Aside from the usual blistering pace and growling vocals that we’ve come to expect from Bloodshot Dawn, there is now a maturity which can only come from a period of reflection and change. Multiple time changes, well-paced and with huge servings of melody and hooks that have always been a trademark combine with magnificent technical playing. The superb Survival Enthroned is the stand out track for me, although the imperious Upon The Throne Of Fear comes damn close. But there isn’t even a mediocre track on this release with each song containing something unique and interesting. The breakdown in Soul Affliction for example, makes you stop and check that it really happened and the intro to Shackled is immense, with some dynamic drumming from Stewart and riffs so meaty you could feed a family for a week off them. The Battle For The Omniverse ebbs and flows, with some brutal playing and vocals that make your throat sore just listening to it. As I said, Reanimation is a huge record in every sense. With some killer artwork from Chris Kewli gracing not only the cover but throughout the inlays of the CD, Bloodshot Dawn are back in every sense. Brilliant. 9/10

Bloodshot Dawn hit the road in January 2018 and play Fuel on 21 January. Find their dates here:

Dante Fox: Six String Revolver (AOR Boulevard)

I must be honest UK outfit Dante Fox and singer Sue Willetts have passed me by for the past 28 years. Whilst I was aware of their name I’d have failed to tell you anything about them. However, putting that right was easy with their latest album, Six String Revolver, which is a masterful demonstration of female fronted melodic rock. In Willetts the band possess a vocalist whose range impressively mixes Pat Benatar and Ann Wilson. The songs are strong enough to stick in the memory whilst you can’t fail to be drawn to her clean powerful voice. Sure, it’s AOR, so the songs have a certain element of cheese and repetition but with the backing of three technically solid musicians in Tim Manford, Alan Mills and Eric Ragno, there’s sufficient here to separate it from a lot of the other outfits who sit in a crowded field. Stand out track is probably the acoustic version of All That I Need which has some delicate harmonies and showcases the subtle shades that the band can deliver. 8/10

Phidion: The Throws Of Scourge (Self Released)

Formed in 2003, Phidion’s debut album follows several demos and EPs released over the years. A steady line-up which comprises Christos Chatzikonstandinos on guitar, Oliver Palmquist on vocals. Peter Pettersson on drums and bassist Olaf Landin has helped and the Swedes have delivered a ferocious release which takes no prisoners. Strong drumming, cascading riffs and guttural vocals, the mainstays of any self-respecting death metal outfit are all here in abundance but in addition there is a power and pace which is too often missing.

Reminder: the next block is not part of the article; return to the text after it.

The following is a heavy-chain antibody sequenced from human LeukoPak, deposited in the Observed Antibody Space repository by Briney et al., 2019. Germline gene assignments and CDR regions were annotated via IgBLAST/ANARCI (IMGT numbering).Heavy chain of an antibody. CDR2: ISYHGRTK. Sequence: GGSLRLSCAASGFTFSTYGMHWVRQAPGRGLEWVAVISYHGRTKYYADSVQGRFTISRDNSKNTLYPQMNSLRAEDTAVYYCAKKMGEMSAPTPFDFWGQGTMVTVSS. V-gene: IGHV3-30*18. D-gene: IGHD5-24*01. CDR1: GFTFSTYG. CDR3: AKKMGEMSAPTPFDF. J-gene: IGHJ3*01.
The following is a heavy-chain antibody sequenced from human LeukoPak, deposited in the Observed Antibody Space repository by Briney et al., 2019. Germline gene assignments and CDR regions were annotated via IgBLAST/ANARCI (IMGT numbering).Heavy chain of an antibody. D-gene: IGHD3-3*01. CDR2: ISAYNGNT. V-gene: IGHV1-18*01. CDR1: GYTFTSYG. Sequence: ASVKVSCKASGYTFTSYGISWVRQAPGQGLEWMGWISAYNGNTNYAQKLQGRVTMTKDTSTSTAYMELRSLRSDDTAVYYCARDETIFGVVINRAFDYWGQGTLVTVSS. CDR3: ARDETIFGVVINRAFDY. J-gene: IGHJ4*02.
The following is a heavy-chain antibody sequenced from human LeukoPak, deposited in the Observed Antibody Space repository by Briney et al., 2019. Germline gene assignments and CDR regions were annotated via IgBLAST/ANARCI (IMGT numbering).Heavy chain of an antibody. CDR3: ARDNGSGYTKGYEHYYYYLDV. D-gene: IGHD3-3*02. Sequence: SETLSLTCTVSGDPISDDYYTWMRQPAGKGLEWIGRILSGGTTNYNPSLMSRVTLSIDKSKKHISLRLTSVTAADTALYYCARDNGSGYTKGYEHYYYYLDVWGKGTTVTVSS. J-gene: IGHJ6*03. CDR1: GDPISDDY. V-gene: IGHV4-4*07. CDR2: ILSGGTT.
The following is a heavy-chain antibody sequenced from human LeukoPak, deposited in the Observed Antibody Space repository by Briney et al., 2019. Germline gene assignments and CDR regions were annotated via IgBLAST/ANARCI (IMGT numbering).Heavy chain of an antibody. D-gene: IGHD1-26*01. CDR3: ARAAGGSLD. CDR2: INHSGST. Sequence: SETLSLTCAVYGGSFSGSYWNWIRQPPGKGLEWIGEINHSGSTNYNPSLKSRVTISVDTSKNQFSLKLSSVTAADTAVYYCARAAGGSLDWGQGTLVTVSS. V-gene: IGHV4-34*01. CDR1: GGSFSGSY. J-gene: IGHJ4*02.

Anthropophagus changes several times, massive chunks of stomping power segueing comfortably into the more frantic assault. Similarly, the haunting tomb of Mother Pestilence batters relentlessly at times whilst slowing to match the tolling bell whilst the brooding Slaves To Eternal Insomnia (aren’t we all) just crushes. Intricate and technical playing enhances the release with the drumming at full throttle and Chatzikonstandinos adding some mean fretwork. Phidion are a decent addition to the already bursting death metal scene. 7/10

Cold Cell: Those (Avantgarde Music)

Formed in Switzerland in 2012, the immediate thought when opening track Growing Girth kicks in is whether Tom G Warrior is involved, such is the Triptykon/Celtic Frost Avant Garde feel. According to the blurb, Cold Cell is ‘the manifest of the individual human being’s prison. The modern new world’. Given that rather stark statement, it’s not surprising that the band’s third album is 54 minutes of hymns to urban desolation. Now I thought that Growing Girth was an ode to middle-age but as the despair flooded out of the speakers I realised that I might have been quite a way wide of the mark. Each track is epic in both construction and delivery, industrial tinges and echoing effects and the overpowering sense of hopelessness and foreboding.

It’s astonishingly heavy, skull crushing in parts, such as Seize The Whole which pulverises from start to finish. There’s bits of Behemoth, Emperor and even echoes of Gojira in the mix but it’s good stuff. With two tracks, Tainted Thoughts and Heritage clocking in at over 20 minutes between them don’t expect this to be a pacey instant number. You must work with it but the rewards are there if you like your metal black with a sense of impending doom, focusing on the hopelessness of man. Just don’t put this on if you want to cheer your granny up this Christmas. 7/10